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Virtual Selves, Real Persons
A Dialogue across Disciplines

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  • Date Published: April 2012
  • availability: Available
  • format: Paperback
  • isbn: 9781107404229

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About the Authors
  • How do we know and understand who we really are as human beings? The concept of 'the self' is central to many strands of psychology and philosophy. This book tackles the problem of how to define persons and selves and discusses the ways in which different disciplines, such as biology, sociology and philosophy, have dealt with this topic. Richard S. Hallam examines the notion that the idea of the self as some sort of entity is a human construction and, in effect, a virtual reality. At the same time, this virtual self is intimately related to the reality of ourselves as biological organisms. Aiming to integrate a constructionist understanding of self with the universalizing assumptions that are needed in natural science approaches, this text is unique in its attempt to create a dialogue across academic disciplines, while retaining a consistent perspective on the problem of relating nature to culture.

    Awards

    • Winner of the Media Ecology Association 2011 Erving Goffman Award for Outstanding Scholarship in the Ecology of Social Interaction

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    Product details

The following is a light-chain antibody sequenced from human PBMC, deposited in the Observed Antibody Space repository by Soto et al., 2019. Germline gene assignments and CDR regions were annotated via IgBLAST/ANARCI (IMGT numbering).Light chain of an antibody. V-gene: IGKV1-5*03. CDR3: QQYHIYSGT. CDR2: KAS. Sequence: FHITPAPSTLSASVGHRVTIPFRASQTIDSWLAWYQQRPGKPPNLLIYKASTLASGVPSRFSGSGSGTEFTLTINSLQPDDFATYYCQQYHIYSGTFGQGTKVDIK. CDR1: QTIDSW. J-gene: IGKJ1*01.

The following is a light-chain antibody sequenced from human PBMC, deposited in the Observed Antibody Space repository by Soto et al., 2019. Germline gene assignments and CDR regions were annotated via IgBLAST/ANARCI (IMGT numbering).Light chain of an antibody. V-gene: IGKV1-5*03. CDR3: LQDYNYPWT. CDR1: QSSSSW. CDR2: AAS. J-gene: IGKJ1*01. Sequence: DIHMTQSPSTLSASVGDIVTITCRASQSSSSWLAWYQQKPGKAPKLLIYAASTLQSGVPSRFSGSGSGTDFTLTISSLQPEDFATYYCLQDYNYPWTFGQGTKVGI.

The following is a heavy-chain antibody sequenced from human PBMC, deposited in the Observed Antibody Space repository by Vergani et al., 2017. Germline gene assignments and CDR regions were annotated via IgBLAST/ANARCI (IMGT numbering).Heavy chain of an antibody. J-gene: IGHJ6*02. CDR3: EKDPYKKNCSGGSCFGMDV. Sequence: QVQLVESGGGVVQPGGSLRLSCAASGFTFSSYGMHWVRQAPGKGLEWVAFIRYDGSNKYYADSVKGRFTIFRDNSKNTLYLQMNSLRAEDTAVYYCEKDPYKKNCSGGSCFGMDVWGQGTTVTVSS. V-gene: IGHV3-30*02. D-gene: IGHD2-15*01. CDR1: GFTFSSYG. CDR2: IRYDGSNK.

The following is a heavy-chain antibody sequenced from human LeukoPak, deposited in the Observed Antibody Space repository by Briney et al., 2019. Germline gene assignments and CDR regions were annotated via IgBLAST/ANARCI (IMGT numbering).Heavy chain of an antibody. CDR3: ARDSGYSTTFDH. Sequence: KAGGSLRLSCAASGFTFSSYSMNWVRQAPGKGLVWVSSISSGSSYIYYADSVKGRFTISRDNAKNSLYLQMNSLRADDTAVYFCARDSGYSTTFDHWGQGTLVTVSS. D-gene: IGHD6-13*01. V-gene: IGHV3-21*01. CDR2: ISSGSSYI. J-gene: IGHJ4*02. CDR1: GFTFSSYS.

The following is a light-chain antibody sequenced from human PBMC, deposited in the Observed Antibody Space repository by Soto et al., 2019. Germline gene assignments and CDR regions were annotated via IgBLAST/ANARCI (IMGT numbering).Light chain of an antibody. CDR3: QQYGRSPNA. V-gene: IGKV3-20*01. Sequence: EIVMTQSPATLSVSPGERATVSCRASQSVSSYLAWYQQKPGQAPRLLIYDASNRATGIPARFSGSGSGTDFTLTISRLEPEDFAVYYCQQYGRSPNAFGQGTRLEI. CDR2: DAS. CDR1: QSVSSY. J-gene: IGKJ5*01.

• Date Published: April 2012
    • format: Paperback
    • isbn: 9781107404229
    • length: 348 pages
    • dimensions: 229 x 152 x 20 mm
    • weight: 0.51kg
    • availability: Available
  • Table of Contents

    Acknowledgements
    Part I. A constructionist framework for person and self:
    1. The main themes: virtual selves, mind-body dualism and natural science
    2. Conceptualising self
    3. Generic persons and selves
    4. Multiplicity within singularity
    5. Sense-of-self: the first person perspective
    6. Self in historical explanation
    7. Self as historically positioned and narrated
    Part II. Person and Self in Science:
    8. Philosophy's legacy to a science of self
    9. Self in mind and brain
    10. Self, person as agent and natural causation
    11. Self in child development
    12. Self in human evolution
    13. Loose ends and split hairs
    Bibliography
    Index.

  • Author

    Richard S. Hallam, University of Greenwich

    Awards

    • Winner of the Media Ecology Association 2011 Erving Goffman Award for Outstanding Scholarship in the Ecology of Social Interaction

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